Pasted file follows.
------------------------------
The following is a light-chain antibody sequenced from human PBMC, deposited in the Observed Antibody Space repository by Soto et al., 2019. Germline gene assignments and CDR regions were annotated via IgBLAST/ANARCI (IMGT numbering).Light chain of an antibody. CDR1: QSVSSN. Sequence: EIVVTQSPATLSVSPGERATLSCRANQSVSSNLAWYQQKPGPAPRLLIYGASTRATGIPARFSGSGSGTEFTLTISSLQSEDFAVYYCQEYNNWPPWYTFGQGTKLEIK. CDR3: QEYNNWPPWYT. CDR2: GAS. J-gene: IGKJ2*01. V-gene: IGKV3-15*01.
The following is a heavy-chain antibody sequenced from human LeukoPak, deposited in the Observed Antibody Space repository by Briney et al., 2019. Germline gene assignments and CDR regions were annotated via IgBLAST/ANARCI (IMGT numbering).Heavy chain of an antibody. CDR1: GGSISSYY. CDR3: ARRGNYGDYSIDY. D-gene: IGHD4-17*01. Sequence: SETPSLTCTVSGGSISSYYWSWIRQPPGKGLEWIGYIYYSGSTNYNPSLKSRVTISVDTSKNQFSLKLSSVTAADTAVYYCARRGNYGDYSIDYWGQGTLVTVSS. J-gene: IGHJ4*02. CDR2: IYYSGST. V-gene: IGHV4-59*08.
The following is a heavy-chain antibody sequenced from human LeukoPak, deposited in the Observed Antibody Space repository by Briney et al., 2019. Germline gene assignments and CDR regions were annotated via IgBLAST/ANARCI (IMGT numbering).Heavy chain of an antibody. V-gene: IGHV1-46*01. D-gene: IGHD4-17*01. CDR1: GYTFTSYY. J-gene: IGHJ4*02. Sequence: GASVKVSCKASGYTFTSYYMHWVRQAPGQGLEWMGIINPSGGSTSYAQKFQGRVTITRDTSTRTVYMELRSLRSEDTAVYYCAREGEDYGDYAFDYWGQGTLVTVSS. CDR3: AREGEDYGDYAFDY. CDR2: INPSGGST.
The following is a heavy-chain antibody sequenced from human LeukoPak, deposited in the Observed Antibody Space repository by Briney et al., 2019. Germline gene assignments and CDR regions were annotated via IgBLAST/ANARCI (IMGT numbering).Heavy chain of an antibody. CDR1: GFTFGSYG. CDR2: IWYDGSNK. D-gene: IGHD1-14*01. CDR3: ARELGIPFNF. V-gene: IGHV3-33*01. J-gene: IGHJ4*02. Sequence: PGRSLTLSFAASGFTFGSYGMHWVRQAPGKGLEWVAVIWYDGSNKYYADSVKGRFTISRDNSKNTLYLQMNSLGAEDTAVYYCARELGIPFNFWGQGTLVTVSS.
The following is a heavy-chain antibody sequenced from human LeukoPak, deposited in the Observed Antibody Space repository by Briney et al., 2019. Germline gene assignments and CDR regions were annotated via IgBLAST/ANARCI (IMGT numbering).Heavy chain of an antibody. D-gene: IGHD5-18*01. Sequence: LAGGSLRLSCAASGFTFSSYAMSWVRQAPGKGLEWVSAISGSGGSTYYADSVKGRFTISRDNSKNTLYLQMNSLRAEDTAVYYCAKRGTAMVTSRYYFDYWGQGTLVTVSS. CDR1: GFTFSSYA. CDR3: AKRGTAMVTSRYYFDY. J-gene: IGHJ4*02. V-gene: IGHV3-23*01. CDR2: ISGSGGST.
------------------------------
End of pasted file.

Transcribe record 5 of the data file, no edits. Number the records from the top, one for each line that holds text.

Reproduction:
The following is a heavy-chain antibody sequenced from human LeukoPak, deposited in the Observed Antibody Space repository by Briney et al., 2019. Germline gene assignments and CDR regions were annotated via IgBLAST/ANARCI (IMGT numbering).Heavy chain of an antibody. D-gene: IGHD5-18*01. Sequence: LAGGSLRLSCAASGFTFSSYAMSWVRQAPGKGLEWVSAISGSGGSTYYADSVKGRFTISRDNSKNTLYLQMNSLRAEDTAVYYCAKRGTAMVTSRYYFDYWGQGTLVTVSS. CDR1: GFTFSSYA. CDR3: AKRGTAMVTSRYYFDY. J-gene: IGHJ4*02. V-gene: IGHV3-23*01. CDR2: ISGSGGST.